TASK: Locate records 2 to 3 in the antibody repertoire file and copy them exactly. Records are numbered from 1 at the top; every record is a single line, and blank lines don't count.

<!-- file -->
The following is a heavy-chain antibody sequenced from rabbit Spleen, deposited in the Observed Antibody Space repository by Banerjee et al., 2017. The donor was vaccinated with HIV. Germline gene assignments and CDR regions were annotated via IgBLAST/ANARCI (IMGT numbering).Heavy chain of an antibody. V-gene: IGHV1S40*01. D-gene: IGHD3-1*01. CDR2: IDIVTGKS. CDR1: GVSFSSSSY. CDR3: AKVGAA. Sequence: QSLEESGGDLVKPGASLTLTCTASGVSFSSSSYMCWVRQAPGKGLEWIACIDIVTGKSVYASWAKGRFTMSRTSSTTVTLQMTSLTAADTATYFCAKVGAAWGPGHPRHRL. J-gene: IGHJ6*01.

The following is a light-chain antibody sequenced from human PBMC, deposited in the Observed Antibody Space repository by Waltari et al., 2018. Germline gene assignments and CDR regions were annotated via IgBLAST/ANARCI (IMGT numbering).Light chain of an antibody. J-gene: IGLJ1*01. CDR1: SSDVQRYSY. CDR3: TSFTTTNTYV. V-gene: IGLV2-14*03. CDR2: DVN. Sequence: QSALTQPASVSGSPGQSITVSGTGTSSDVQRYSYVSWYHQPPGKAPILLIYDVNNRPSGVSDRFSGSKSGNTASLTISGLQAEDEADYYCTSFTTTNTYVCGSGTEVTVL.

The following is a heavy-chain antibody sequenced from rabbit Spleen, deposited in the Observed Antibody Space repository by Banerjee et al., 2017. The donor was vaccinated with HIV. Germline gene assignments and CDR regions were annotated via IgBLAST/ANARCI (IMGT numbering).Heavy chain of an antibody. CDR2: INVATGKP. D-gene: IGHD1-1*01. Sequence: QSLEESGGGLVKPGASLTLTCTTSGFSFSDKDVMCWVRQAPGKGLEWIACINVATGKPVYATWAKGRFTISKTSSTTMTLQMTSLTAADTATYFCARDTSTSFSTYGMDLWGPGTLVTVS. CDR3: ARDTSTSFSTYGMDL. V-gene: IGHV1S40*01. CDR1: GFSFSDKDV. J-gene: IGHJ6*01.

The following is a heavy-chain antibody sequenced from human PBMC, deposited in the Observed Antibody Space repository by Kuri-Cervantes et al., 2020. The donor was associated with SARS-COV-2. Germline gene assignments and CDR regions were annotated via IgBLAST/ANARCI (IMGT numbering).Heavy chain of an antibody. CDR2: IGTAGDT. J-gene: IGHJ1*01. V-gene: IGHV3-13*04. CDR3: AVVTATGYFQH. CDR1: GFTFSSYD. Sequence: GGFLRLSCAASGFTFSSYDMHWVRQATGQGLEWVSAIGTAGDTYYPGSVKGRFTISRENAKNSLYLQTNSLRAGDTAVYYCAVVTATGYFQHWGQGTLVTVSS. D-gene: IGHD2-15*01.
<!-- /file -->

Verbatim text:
The following is a light-chain antibody sequenced from human PBMC, deposited in the Observed Antibody Space repository by Waltari et al., 2018. Germline gene assignments and CDR regions were annotated via IgBLAST/ANARCI (IMGT numbering).Light chain of an antibody. J-gene: IGLJ1*01. CDR1: SSDVQRYSY. CDR3: TSFTTTNTYV. V-gene: IGLV2-14*03. CDR2: DVN. Sequence: QSALTQPASVSGSPGQSITVSGTGTSSDVQRYSYVSWYHQPPGKAPILLIYDVNNRPSGVSDRFSGSKSGNTASLTISGLQAEDEADYYCTSFTTTNTYVCGSGTEVTVL.

The following is a heavy-chain antibody sequenced from rabbit Spleen, deposited in the Observed Antibody Space repository by Banerjee et al., 2017. The donor was vaccinated with HIV. Germline gene assignments and CDR regions were annotated via IgBLAST/ANARCI (IMGT numbering).Heavy chain of an antibody. CDR2: INVATGKP. D-gene: IGHD1-1*01. Sequence: QSLEESGGGLVKPGASLTLTCTTSGFSFSDKDVMCWVRQAPGKGLEWIACINVATGKPVYATWAKGRFTISKTSSTTMTLQMTSLTAADTATYFCARDTSTSFSTYGMDLWGPGTLVTVS. CDR3: ARDTSTSFSTYGMDL. V-gene: IGHV1S40*01. CDR1: GFSFSDKDV. J-gene: IGHJ6*01.